The Zionsville Redevelopment Commission awarded grants recommended by the town’s community development corporation to two additional Zionsville businesses to help ease the burden of unplanned expenses and lost revenue incurred during the COVID-19 pandemic.
Zionsville launched the grant program earlier this summer. The funding option is available to businesses in the 106th Street tax increment finance district, an area bounded by Poplar Street, Elm Street, 96th Street, Michigan Road and Zionsville Road.
Salon G, which requested a $20,000 grant, was awarded $10,000. Salon G owner Melissa Gee said she will use the grant for marketing purposes, including updating the salon’s website, which has not been updated for eight years, and hiring a social media consultant to improve outreach to patrons in Zionsville and surrounding cities and towns.
“During COVID, we were shut down for nine weeks and pretty much realized now more than ever, with people being home more, people are turning to websites, social media, and that was when we realized we need to get a better presence,” Gee said during the redevelopment Nov. 23 commission meeting.
The redevelopment commission also awarded a $10,000 grant requested by Blooming Life Yoga Studio. Owners Geoff and Kristen Barfield will use the grant for operating expenses, marketing, teacher expansion, Pilates machines and technology upgrades to provide online classes.
“When the pandemic happened and we had to close, it was a real challenge,” Kristen said during the meeting. “Yoga studios aren’t really known for technology. We’re known for maybe coming in to get away from that stuff.”
The yoga studio was closed for several weeks at the start of the pandemic. The Barfields purchased the studio in late spring because they wanted to keep it open when it was safe for clients to return.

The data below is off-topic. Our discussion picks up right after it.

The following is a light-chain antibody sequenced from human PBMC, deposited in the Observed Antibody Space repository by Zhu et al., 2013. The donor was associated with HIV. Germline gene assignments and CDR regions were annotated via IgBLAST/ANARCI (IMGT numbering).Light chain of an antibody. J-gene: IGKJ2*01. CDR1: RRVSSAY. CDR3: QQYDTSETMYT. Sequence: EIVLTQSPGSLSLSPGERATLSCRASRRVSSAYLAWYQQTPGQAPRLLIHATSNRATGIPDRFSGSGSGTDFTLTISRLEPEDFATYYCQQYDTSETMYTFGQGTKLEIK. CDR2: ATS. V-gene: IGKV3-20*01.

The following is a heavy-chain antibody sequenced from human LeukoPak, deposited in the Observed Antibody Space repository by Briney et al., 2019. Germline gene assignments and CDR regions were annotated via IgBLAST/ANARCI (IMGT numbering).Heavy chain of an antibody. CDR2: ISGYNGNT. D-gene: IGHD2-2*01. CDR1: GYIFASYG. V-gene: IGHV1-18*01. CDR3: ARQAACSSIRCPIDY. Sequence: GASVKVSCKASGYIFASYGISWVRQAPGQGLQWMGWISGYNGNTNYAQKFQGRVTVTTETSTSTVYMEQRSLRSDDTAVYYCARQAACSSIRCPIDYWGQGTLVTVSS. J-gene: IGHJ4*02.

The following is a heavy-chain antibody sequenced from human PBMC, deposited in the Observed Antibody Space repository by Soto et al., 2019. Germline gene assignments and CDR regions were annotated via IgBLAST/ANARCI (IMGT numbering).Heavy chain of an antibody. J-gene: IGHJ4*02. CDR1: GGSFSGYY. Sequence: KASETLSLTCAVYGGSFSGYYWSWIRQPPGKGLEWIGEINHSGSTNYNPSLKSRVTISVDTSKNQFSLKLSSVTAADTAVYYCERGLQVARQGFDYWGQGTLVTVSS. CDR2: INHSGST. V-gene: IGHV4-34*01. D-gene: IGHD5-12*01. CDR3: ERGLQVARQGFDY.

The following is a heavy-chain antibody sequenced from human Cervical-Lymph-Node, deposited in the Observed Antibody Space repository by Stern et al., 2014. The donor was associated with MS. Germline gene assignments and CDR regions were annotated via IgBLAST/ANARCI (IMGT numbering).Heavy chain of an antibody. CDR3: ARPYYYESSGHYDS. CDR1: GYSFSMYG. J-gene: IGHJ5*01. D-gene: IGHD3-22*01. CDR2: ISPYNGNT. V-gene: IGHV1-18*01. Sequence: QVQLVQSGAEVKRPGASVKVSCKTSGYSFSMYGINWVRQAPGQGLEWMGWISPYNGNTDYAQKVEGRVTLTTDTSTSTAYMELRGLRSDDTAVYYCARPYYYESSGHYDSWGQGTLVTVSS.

“The thought of closing those doors was really heartbreaking to me,” said Kristen, who has taught at the studio since it opened in 2015. “(Yoga is) such a necessary part of not only physical health, but mental health, so Geoff and I decided to go all in and do what we can to keep those doors open.”
The studio reopened June 1, offering in-person classes with mitigation protocols and a livestream option, Kristen said.
Previously, grants were awarded to eight Zionsville businesses: Blooms by Dragonfly, Casalini Portraits, CV Art and Frame, Frances+Parke, Hopwood Cellars, Lesley Jane, Village Antique Mall and zWorks. A total of $93,500 in grants has been awarded so far.
Funding for businesses in TIF district is available but limited for the remainder of 2020, according to town officials. For more on the grant program, email the town at firstname.lastname@example.org or call Wayne DeLong, the town’s director of planning and economic development, at 317-503-6170.
The Zionsville Community Development Corp. is a nonprofit service organization whose mission is to undertake activities that are for the “betterment of Zionsville. Formed in 2016, the CDC contributes to the community in a variety of ways, including offering economic development incentives in the form of grants and loans to businesses in the 106th Street TIF district as well as operating and maintaining the pathways, rain gardens and common areas in Creekside Corporate Park.